Feifei Zhu1,2, Yunting Fang1,2*, Limei Zhang3, Rong Sheng4, Wenxue Wei4, Jizheng He3,5.
1 Key Laboratory of Forest Ecology and Management, Institute of Applied Ecology, Chinese Academy of Sciences, Shenyang, China, 110016, email@example.com
2 Qingyuan Forest CERN, Shenyang, China, 110016
3 State Key Laboratory of Urban and Regional Ecology, Research Centre for Eco-environmental Sciences, Chinese Academy of Sciences, Beijing, China, 100085
4 Key Laboratory of Agro-ecological Processes in Subtropical Region, Institute of Subtropical Agriculture, Chinese Academy of Sciences, Changsha, China, 410125
5 Faculty of Veterinary and Agricultural Sciences, The University of Melbourne, Parkville, VIC, 3010, Australia.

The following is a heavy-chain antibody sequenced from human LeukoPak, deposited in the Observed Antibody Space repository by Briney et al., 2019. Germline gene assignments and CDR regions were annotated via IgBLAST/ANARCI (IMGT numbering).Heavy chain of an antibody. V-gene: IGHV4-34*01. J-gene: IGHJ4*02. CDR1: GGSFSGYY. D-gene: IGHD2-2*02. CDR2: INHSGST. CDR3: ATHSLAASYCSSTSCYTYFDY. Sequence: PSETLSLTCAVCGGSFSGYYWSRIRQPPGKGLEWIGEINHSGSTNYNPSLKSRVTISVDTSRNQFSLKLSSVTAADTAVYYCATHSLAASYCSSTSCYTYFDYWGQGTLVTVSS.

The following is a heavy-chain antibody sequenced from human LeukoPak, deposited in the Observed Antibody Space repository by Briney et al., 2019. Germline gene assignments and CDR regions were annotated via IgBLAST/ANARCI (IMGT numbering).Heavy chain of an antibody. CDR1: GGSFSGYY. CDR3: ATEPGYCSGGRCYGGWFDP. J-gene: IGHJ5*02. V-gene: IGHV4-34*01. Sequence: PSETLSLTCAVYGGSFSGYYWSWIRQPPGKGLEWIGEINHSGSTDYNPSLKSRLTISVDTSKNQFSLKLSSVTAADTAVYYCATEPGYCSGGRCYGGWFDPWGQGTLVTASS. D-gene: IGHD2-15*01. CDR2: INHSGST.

Soil N2 emission is an important pathway of N losses which is difficult to quantify in terms of both the magnitude and the contributions of the processes involved, yielding uncertainty in closing the N budget for agricultural systems. In this study, by adopting 15N labelling and 15N pairing technique under in vitro anaerobic conditions, the potential production rates of N2O and N2, the N2:N2O, and factors controlling denitrification, combined co-denitrification and anaerobic ammonium oxidation (anammox) were investigated for soils from 8 maize-growing regions across China from 26° N to 46° N latitude. The measured potential rates of N2O and N2 productions were 0.1 to 6.5 nmol 15N g-1 h-1 and 8.1 to 41.5 nmol 15N g-1 h-1, respectively. The dominance of N2 over N2O production resulted in N2:N2O ratios from 4 to 372 in these soils. N2O production was high at low pH soils, suggesting possible inhibition on N2O reduction. Denitrification dominated both N2O and N2 production, contributing to 85 ~ 99% of N2O, and 65 ~ 100% of N2 productions, respectively. Correlation analysis suggested that soil pH explained 30% and 46% of the variations in 15N2O and 15N2 production, respectively. Soil pH was the most important factors controlling the ratio of N2 to N2O emissions through denitrification in the studied upland agricultural soils across China, which implies that we may be able to estimate soil N2 losses from upland soils at a regional scale using N2O emission rates and soil pH.